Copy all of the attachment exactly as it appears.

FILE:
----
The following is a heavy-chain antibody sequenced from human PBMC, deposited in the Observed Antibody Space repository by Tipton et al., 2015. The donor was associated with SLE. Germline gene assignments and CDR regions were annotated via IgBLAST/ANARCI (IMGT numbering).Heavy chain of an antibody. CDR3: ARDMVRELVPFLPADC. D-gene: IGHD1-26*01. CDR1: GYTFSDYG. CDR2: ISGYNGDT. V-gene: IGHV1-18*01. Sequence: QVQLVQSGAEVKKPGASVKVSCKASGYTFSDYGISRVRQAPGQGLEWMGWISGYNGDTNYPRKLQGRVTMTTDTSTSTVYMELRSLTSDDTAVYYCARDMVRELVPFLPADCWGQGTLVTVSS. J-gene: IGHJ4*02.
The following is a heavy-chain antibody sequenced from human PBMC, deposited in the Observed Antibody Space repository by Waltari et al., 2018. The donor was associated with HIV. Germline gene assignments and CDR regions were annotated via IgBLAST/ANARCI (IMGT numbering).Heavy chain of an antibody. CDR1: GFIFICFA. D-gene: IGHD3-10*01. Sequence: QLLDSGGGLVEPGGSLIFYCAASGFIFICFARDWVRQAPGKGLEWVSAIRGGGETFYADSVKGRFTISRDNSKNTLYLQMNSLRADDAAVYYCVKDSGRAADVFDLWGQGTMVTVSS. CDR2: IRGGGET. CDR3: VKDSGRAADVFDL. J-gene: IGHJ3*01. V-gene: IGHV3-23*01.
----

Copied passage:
The following is a heavy-chain antibody sequenced from human PBMC, deposited in the Observed Antibody Space repository by Tipton et al., 2015. The donor was associated with SLE. Germline gene assignments and CDR regions were annotated via IgBLAST/ANARCI (IMGT numbering).Heavy chain of an antibody. CDR3: ARDMVRELVPFLPADC. D-gene: IGHD1-26*01. CDR1: GYTFSDYG. CDR2: ISGYNGDT. V-gene: IGHV1-18*01. Sequence: QVQLVQSGAEVKKPGASVKVSCKASGYTFSDYGISRVRQAPGQGLEWMGWISGYNGDTNYPRKLQGRVTMTTDTSTSTVYMELRSLTSDDTAVYYCARDMVRELVPFLPADCWGQGTLVTVSS. J-gene: IGHJ4*02.
The following is a heavy-chain antibody sequenced from human PBMC, deposited in the Observed Antibody Space repository by Waltari et al., 2018. The donor was associated with HIV. Germline gene assignments and CDR regions were annotated via IgBLAST/ANARCI (IMGT numbering).Heavy chain of an antibody. CDR1: GFIFICFA. D-gene: IGHD3-10*01. Sequence: QLLDSGGGLVEPGGSLIFYCAASGFIFICFARDWVRQAPGKGLEWVSAIRGGGETFYADSVKGRFTISRDNSKNTLYLQMNSLRADDAAVYYCVKDSGRAADVFDLWGQGTMVTVSS. CDR2: IRGGGET. CDR3: VKDSGRAADVFDL. J-gene: IGHJ3*01. V-gene: IGHV3-23*01.